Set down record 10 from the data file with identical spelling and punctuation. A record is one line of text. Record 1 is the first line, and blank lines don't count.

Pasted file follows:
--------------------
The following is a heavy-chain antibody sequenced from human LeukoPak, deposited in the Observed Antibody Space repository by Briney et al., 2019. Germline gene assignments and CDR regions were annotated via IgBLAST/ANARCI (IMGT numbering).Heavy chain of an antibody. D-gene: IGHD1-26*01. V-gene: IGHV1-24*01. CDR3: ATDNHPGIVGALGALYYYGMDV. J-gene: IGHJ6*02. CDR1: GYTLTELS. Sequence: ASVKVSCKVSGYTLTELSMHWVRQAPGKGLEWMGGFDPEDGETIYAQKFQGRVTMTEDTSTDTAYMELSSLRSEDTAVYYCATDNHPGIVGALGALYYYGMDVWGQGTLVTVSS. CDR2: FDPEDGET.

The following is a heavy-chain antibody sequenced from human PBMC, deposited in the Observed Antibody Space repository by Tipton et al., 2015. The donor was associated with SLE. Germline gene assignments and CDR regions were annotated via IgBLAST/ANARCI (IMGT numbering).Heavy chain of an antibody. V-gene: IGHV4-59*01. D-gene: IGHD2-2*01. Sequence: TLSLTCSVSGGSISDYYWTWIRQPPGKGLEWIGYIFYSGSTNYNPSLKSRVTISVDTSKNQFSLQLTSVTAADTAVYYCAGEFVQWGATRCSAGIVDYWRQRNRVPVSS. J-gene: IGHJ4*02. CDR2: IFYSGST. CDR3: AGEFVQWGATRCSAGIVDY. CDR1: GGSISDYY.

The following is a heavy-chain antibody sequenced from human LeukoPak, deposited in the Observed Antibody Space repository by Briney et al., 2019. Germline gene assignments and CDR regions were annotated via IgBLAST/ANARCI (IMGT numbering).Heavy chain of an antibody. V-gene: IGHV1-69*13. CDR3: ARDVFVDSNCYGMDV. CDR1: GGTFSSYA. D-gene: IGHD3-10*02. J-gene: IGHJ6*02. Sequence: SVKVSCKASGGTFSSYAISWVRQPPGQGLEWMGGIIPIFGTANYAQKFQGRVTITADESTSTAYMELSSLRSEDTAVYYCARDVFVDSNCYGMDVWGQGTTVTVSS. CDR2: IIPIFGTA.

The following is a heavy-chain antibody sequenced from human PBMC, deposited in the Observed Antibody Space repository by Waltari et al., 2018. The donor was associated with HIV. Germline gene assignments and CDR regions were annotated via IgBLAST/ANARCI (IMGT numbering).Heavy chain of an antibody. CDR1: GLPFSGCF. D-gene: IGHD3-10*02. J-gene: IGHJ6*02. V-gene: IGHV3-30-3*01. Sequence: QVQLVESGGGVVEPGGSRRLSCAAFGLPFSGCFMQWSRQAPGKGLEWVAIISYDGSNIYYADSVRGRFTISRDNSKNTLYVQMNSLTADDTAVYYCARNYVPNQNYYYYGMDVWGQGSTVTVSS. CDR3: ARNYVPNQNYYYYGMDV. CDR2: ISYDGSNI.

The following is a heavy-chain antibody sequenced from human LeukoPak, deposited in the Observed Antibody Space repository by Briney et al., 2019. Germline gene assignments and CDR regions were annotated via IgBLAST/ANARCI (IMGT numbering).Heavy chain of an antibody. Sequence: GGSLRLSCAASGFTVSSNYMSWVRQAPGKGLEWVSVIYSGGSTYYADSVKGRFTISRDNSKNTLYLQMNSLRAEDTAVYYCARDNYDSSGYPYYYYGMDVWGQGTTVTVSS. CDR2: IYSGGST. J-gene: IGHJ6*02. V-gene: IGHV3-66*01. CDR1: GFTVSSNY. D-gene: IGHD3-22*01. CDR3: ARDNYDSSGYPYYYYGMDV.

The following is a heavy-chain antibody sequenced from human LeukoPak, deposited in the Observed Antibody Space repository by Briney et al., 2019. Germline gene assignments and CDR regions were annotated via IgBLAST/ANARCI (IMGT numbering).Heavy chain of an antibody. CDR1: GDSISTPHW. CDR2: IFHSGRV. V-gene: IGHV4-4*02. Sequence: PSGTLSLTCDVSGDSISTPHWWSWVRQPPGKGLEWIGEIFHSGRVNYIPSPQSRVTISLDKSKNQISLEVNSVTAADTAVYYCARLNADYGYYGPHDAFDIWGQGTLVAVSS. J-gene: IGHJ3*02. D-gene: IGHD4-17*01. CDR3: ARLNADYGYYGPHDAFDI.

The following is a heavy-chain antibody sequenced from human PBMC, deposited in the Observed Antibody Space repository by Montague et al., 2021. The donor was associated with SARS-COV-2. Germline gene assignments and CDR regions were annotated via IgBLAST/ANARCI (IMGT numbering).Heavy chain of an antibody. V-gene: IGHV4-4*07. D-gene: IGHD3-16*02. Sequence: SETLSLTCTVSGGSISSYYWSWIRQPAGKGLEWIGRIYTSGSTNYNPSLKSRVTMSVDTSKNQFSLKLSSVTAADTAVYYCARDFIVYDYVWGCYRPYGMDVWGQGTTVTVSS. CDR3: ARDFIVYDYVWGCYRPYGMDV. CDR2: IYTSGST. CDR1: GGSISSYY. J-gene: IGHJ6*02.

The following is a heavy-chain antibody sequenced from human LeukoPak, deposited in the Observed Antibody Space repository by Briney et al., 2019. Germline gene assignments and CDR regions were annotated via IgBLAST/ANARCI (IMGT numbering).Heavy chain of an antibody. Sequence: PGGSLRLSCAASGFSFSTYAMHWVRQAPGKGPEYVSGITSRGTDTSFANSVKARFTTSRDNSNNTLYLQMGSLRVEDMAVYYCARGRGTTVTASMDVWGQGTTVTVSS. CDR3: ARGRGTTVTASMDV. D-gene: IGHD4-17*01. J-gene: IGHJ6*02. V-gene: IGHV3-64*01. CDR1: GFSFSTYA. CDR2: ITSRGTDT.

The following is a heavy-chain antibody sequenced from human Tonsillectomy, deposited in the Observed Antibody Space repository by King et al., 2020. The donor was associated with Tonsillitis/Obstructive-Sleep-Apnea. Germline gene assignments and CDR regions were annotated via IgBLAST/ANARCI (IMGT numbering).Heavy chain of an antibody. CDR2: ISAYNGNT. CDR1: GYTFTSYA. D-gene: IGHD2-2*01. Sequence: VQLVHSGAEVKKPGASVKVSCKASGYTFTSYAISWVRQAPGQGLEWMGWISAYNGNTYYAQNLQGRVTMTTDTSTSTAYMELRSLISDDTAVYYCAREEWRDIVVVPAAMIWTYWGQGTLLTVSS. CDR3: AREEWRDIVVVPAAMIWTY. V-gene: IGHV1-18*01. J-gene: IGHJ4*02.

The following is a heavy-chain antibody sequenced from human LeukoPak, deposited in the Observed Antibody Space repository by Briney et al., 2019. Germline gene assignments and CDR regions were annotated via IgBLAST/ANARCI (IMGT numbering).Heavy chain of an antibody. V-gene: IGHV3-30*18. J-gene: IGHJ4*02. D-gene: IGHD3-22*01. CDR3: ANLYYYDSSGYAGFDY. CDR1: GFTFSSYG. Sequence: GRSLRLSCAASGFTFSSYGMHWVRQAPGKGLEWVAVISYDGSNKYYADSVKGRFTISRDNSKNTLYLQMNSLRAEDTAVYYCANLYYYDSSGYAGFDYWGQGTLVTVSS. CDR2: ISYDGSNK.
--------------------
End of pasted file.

The following is a heavy-chain antibody sequenced from human LeukoPak, deposited in the Observed Antibody Space repository by Briney et al., 2019. Germline gene assignments and CDR regions were annotated via IgBLAST/ANARCI (IMGT numbering).Heavy chain of an antibody. V-gene: IGHV3-30*18. J-gene: IGHJ4*02. D-gene: IGHD3-22*01. CDR3: ANLYYYDSSGYAGFDY. CDR1: GFTFSSYG. Sequence: GRSLRLSCAASGFTFSSYGMHWVRQAPGKGLEWVAVISYDGSNKYYADSVKGRFTISRDNSKNTLYLQMNSLRAEDTAVYYCANLYYYDSSGYAGFDYWGQGTLVTVSS. CDR2: ISYDGSNK.